Managing Jet Lag

Jet lag, that perplexing state of mental and physical limbo your body attempts to grapple with after a long flight and for which no one has a solution. You’ve tried everything – from starving yourself to drinking the strange smelling “magic water” your grandma concocts before your flight, yet you don’t come out looking like Heidi Klum after a long haul plane ride.

Jet lag is when your body’s circadian rhythm (the internal body clock) is disrupted after crossing several time zones. Travelling eastwards is usually worse as it runs in the opposite direction to the body’s clock. Symptoms include difficulties in sleeping and awakening at appropriate times, poor sleep quality, tiredness, and gastrointestinal disturbances in some cases.

So what works?

The truth is, there is no miracle cure. It takes some level of commitment and surrender to at least one day of complete mental fog and exhaustion. Nevertheless, here are some suggestions that may come in handy when managing the symptoms of jet lag:

Before you Depart

If you’re travelling for business, try planning to arrive at your destination early – at least two or three days beforehand. This is essential if you travelling to an important meeting; you don’t want to turn up to that presentation looking like you haven’t slept in years or falling asleep in front of your boss. Arriving early also allows you to acclimatise to the local weather and environment, which helps in easing the symptoms of jet lag.


Have enough sleep before you leave for your flight. Board the plane refreshed. Sounds simple, but often we stress ourselves out so much right before a trip (work deadlines, that dental appointment, packing for the kids) that we leave feeling like we just ran the marathon. Ensure that you are well rested before flying out—feeling energised and comfortable makes a huge difference when you reach your destination.

During your Flight

Adapt during the flight. Wear a watch and reset it according to the time zone of the destination country. Take naps when necessary, but remember to set an alarm to rise you at the right time. That free eye mask provided at the start of the flight? Use it to control light exposure on board.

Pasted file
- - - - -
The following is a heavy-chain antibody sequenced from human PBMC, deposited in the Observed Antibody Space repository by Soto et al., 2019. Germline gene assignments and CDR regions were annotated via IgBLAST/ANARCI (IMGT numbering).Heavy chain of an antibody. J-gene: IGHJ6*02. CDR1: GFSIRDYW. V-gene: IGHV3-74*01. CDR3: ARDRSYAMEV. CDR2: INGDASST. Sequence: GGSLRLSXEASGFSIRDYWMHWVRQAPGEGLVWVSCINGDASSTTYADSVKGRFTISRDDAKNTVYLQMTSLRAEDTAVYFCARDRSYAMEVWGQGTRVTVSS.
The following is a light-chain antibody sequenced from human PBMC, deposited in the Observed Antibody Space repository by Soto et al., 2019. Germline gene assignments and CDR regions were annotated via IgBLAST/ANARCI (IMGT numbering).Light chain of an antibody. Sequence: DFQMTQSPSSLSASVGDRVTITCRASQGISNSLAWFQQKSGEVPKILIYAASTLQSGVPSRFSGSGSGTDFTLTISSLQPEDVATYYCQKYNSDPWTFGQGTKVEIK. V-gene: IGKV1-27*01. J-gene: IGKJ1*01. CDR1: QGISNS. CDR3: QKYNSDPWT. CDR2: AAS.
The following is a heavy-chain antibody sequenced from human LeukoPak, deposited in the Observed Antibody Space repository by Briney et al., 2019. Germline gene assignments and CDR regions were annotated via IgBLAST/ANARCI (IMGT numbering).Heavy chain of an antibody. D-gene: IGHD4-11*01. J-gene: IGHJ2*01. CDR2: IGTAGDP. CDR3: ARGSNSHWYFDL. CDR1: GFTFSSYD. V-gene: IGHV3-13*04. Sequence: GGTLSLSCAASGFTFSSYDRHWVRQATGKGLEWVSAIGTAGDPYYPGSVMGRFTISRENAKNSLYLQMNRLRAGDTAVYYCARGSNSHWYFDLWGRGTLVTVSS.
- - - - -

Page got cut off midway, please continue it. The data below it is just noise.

Eat right. Don’t gorge yourself on heavy plane food as this might leave you feeling bloated and lacking energy when you arrive. Opt for the healthier meal alternatives offered on most flights these days. Packing light, healthy snacks to enjoy throughout your flight to keep energy levels up. If you’re arriving at your destination at night, consider carb-rich food like rice or pasta to induce sleepiness.

Avoid caffeine and alcohol. Despite the temptation to go overboard with those free little airline liquor bottles, alcohol can increase tiredness and dehydration. Ditto caffeine, which messes up your body clock even on a normal day. Water is your best bet. Drink up loads upon arrival too.

When you Arrive

Sleep at the local bedtime. If you arrive early in the morning, resist the urge to climb under those comfy hotel sheets. Otherwise you’ll regret it later. Take a walk to see the local sights or do some light exercise to engage yourself. Don’t pack in too many activities; the idea is to occupy yourself until it’s the right time to turn in.


Expose yourself to sunlight. Not only does it help reset your circadian rhythm, it also improves your mood, leaving you feeling refreshed. If you’re travelling to a country with little daylight, you might simply have to ensure that you’re busy enough to get through the day. Or you might consider getting a portable light system if you’re a frequent traveller.


At the End of the Day…

It’s really a process of trial and error. Before jetting off to your next holiday, try minimising the effects jet lag by adopting some of these tips. Listen to your body and eventually, you’ll settle on the most effective method for you.


Photo credits: Daily Mail UK, Medium, Amazon, Pixabay and Chris Brignola,  David Tran and Hernan Sanchez on Unsplash


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